• Maharashtra, Gujarat, Andhra Pradesh, Punjab, and Haryana are the leading cotton producing states.
  • India produces about three-fifth of the total jute production of the world.
  • West Bengal contributes about three-fourth of the total production of jute in the country.
  • India is the second largest producer of sugarcane after Brazil.
  • Sugarcane occupies 2.4% of total cropped area in the country and contributes about 23% to the world’s production of sugarcane.
  • Uttar Pradesh produces about two-fifth of sugarcane of the country; other leading producers are Maharashtra, Karnataka, Tamil Nadu, Telangana, and Andhra Pradesh.
  • Tea is a plantation crop and used as a major beverage in India.
  • Black tea leaves are fermented whereas green tea leaves are not fermented.
  • Tea leaves have rich content of caffeine and tannin.
  • Tea is grown over the undulating topography of hilly areas and well drained soils in humid and sub-humid tropics and sub-tropics.
  • In India, tea plantation started in 1840s in the Brahmaputra valley of Assam, which still is a major tea growing area in the country.

Tea plantation

  • With 28% of the world’s total production, India is a leading producer of tea.
  • India ranks third among tea exporting countries in the world after Sri Lanka and China.
  • Assam accounts for about 53.2% of the total cropped area and contributes more than half of total production of tea in the country; West Bengal, and Tamil Nadu are the other leading tea producers.
  • There are three varieties of coffee − arabica, robusta, and liberica.
  • India generally grows superior quality of coffee i.e. arabica, which is in great demand in the International market
  • India produces only about 3.2% coffee of world’s total production and ranks 7th after Brazil, Vietnam, Colombia, Indonesia, Ethiopia, and Mexico.
  • Coffee in India is cultivated in the highlands of the Western Ghats in the states of Karnataka, Kerala, and Tamil Nadu.

Coffee Plantation

  • Karnataka alone contributes more than two-third to the total production of coffee in India.
  • New seed varieties of wheat (from Mexico) and rice (from Philippines) known as high yielding varieties (HYVs) were introduced during mid-1960s in India (Green Revolution).

Agricultural Problems

  • About 57% of the land is covered by crop cultivation in India; however, in the world, the corresponding share is only about 12%.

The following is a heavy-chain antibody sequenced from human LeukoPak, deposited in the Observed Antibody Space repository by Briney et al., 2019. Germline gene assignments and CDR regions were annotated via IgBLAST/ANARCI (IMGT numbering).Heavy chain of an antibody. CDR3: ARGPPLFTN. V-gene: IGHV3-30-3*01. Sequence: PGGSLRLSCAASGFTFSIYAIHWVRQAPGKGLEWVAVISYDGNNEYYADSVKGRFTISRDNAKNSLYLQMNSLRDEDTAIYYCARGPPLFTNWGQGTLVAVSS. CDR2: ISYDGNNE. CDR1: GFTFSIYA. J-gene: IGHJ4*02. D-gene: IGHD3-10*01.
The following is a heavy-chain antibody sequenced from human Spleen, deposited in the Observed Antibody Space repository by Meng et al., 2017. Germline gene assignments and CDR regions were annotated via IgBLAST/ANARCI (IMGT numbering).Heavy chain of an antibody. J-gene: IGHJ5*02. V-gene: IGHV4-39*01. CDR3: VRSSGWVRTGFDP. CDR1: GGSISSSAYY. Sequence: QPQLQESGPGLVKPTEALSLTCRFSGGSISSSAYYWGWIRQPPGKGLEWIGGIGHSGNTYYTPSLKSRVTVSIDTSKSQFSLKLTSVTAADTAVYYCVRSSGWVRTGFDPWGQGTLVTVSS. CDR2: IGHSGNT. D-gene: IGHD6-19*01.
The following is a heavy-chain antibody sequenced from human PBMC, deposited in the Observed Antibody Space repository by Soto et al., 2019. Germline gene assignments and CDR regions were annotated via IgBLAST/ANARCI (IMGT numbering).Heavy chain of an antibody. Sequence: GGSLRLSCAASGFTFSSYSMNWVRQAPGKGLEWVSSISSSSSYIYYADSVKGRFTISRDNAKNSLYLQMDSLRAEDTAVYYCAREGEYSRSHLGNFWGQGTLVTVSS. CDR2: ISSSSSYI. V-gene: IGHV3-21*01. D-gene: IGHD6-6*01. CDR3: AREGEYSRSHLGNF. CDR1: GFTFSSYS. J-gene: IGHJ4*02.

• On the other hand, the land-human ratio in the country is only 0.31 ha, which is almost half of that of the world as a whole i.e. 0.59 ha.
  • However, major problems of the Indian agriculture system are −
    • Dependence on erratic monsoon;
    • Low productivity;
    • Constraints of financial resources and indebtedness;
    • Lack of proper land reforms;
    • Small farm size and fragmentation of landholdings;
    • Lack of commercialization; under-employment; and
    • Degradation of cultivable land.
  • Further, lack of development of rural infrastructure, withdrawal of subsidies and price support, and impediments in availing of the rural credits may lead to interregional and inter-personal disparities in rural areas.
  • Intensive Agricultural District Program (IADP) and Intensive Agricultural Area Program (IAAP) were launched to overcome the agricultural problems in India.
  • Planning Commission of India initiated agro-climatic planning in 1988 to induce regionally balanced agricultural development in the country.

Solar Pumping System

The solar water pumping system uses solar energy to pump water.

Parts of a solar water pumping system

  • Solar PV panel
  • One of the following motor-pump sets compatible with the photovoltaic array:
    • surface mounted centrifugal pump set
    • submersible pump set
    • floating pump set
    • Submersible pump set
  • Pipes
    Solar Pumping System

Working of a solar water pumping system

The system operates on power generated using solar PV (photovoltaic) system. The photovoltaic array converts the solar energy into electricity, which is used for running the motor pump set. The pumping system draws water from the open well, bore well, stream, pond, canal etc. The system requires a shadow-free area for installation of the Solar panel.

Advantages of a solar water pumping system

  • No fuel cost – as it uses available free sun light
  • No electricity required
  • Long operating life
  • Highly reliable and durable
  • Easy to operate and maintain
  • Eco-friendly

Common kharif crops

Rice is the most important kharif crop of India. It is grown in rain fed areas with hot and humid climates, especially the eastern and southern parts of India. Rice requires a temperature of 16–20 °C (61–68 °F) during the growing season and 18–32 °C (64–90 °F) during ripening. It needs rainfall from 150–200 centimetres (59–79 in) and needs a flooded field during the growth period.


  • Bajra
  • Jowar
  • Maize (corn)
  • Millet
  • Rice (paddy and deepwater rice)
  • Soybean


  • Muskmelon
  • Sugarcane
  • Watermelon
  • Orange

Seed plants

  • Arhar (tur)
  • Black gram (urad)
  • Cotton
  • Cowpea (chavala)
  • Green gram (moong)
  • Groundnut
  • Guar
  • Moth bean
  • Mung bean
  • Sesame (til)
  • Urad bean


  • Bitter gourd (karela)
  • Bottle gourd
  • Brinjal
  • Chili
  • lady fingers
  • Sponge gourd
  • Tinda
  • Tomato
  • Turmeric
  • French bean

Common rabi crops


  • barley
  • gram
  • rapeseed
  • mustard
  • oat (Avena sativa)
  • wheat (Triticum aestvium)
  • Bajra (Pennisetum glaucum)


These are rabi harvests rather than crops as that term is usually applied to annuals and not perennials:

  • almond
  • banana
  • ber
  • date
  • grape
  • grape fruit
  • guava
  • kinnow
  • lemon
  • lime
  • mandarin orange
  • mangoes
  • mulberries
  • orange

Legumes / lentils (dal)

  • chickpea
  • kulthi
  • lobias
  • masoor
  • mung bean
  • pigeon pea
  • toria
  • Urad bean

Seed plants

  • alfalfa (also known as lucerne, Medicago sativa)
  • coriander (Coriandrum sativum, L)
  • cumin (Cuminum cyminum, L)
  • fenugreek (Trigonella foenumgraecum, L)
  • linseed
  • mustard (Brassica juncea L.)
  • isabgol (Plantago ovata)
  • sunflower
  • Bengal gram
  • red gram (black pepper)


  • bean
  • beetroot (chukunder)
  • brinjal (baingan)
  • broccoli (hari gobhi)
  • cabbage (patta gobhi)
  • capsicum[5]
  • carrot (gajar)
  • cauliflowers (gobhi)
  • chickpea (also known as gram, Cicer arientinum) (channa)
  • fenugreek (methi)
  • garlic (lehsun)
  • lady finger (bhindi)
  • lettuce (salad gobhi)
  • pea (mattar)
  • onion (Allium cepa, L.) (pyaj)
  • potato (Solanum tuberosum) (aloo)
  • radish (mooli)
  • spinach (palak)
  • sweet potato (shakarkand)
  • tomato (Solanum lycopersiucum, L) (tamatar)
  • turnip (shalgum)


  • tobacco (tambaku)

Source: Wikipedia / Vikaspedia